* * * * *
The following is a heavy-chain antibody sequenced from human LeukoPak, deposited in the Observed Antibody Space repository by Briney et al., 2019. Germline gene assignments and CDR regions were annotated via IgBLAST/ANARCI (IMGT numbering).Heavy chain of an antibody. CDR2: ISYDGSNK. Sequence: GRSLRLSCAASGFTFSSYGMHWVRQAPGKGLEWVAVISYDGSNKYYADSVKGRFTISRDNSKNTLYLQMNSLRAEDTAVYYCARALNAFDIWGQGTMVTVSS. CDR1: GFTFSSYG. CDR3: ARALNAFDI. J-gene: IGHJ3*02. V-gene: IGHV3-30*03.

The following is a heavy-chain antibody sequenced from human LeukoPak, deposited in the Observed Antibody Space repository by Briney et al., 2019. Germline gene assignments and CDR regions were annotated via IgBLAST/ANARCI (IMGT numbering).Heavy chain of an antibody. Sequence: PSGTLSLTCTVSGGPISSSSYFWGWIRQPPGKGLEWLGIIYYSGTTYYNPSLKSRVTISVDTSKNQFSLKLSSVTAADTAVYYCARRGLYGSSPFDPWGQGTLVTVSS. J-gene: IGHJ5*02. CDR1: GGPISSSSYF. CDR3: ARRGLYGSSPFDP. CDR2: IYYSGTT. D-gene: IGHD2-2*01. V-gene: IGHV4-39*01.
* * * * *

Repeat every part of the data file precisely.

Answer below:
The following is a heavy-chain antibody sequenced from human LeukoPak, deposited in the Observed Antibody Space repository by Briney et al., 2019. Germline gene assignments and CDR regions were annotated via IgBLAST/ANARCI (IMGT numbering).Heavy chain of an antibody. CDR2: ISYDGSNK. Sequence: GRSLRLSCAASGFTFSSYGMHWVRQAPGKGLEWVAVISYDGSNKYYADSVKGRFTISRDNSKNTLYLQMNSLRAEDTAVYYCARALNAFDIWGQGTMVTVSS. CDR1: GFTFSSYG. CDR3: ARALNAFDI. J-gene: IGHJ3*02. V-gene: IGHV3-30*03.

The following is a heavy-chain antibody sequenced from human LeukoPak, deposited in the Observed Antibody Space repository by Briney et al., 2019. Germline gene assignments and CDR regions were annotated via IgBLAST/ANARCI (IMGT numbering).Heavy chain of an antibody. Sequence: PSGTLSLTCTVSGGPISSSSYFWGWIRQPPGKGLEWLGIIYYSGTTYYNPSLKSRVTISVDTSKNQFSLKLSSVTAADTAVYYCARRGLYGSSPFDPWGQGTLVTVSS. J-gene: IGHJ5*02. CDR1: GGPISSSSYF. CDR3: ARRGLYGSSPFDP. CDR2: IYYSGTT. D-gene: IGHD2-2*01. V-gene: IGHV4-39*01.